But the gates were opened, the walls fell long ago. The bright daylight casts an incongruous illumination upon the rubbish and dust of Faust's study-room. The inexorable to-day no longer allows a peaceful dream-life. We need no Mephistopheles to tempt us into an active career; we are seized with a thousand hands, some rude, some caressing, and the steam-horse instead of the enchanter's cloak is our servant. Our only trouble is to resist these calls, to keep our senses in the whirl that carries us along, to perform the outer work imposed upon us and still be true to the inner work which is our real calling. We can no longer, like our peers of old, freely follow our personal inclinations, only exercising the gifts which God has bestowed upon us. From childhood we belong to the state. Every condition of exemption has vanished. Examinations, military service, and the duties of citizenship, are common to all; and, while one ought not wholly to shun the duties of politics, he may regret the exaggerated prominence which its fruitless excitements, its ephemeral triumphs, and its sharp partisan strifes, have assumed in the culture-life of the day.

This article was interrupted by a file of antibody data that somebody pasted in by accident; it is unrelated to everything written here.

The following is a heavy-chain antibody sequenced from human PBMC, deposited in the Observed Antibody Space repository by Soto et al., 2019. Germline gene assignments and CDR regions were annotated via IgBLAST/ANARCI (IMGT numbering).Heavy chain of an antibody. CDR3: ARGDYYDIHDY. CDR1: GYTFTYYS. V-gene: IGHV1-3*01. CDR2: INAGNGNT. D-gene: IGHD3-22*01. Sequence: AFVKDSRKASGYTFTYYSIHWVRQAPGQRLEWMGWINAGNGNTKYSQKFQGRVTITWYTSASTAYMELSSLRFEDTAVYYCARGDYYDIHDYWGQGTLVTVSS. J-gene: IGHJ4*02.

And how little quickening, in many respects, is this life of the latest fashion! The hydra of morbidly exaggerated patriotism raises head after head in its circle, and comes between the learned of different lands, who have hitherto felt themselves members of a single community. People who have done nothing for their fame except occasionally to stir themselves lustily, put themselves boastfully and contentiously into the fore-rank of those who have a thousand years of intellectual creation behind them. Instead of dynastic wars, we are threatened with incomparably more shocking race-wars, without the religious wars having ceased much otherwise than in name. Have not the last two years witnessed an agitation the shame of which we considered as unlikely to fall upon us as that of the rack, of trials for witchcraft, or of man-selling? With this, sentimental ignorance, whose well-meaning way can not be distinguished in its effect from slanderous accusation and vicious persecution, has dared to brand as mischievous methods of scientific research which Robert Hooke, in the bosom of the old Royal Society, and the God-fearing Haller, unquestionably used.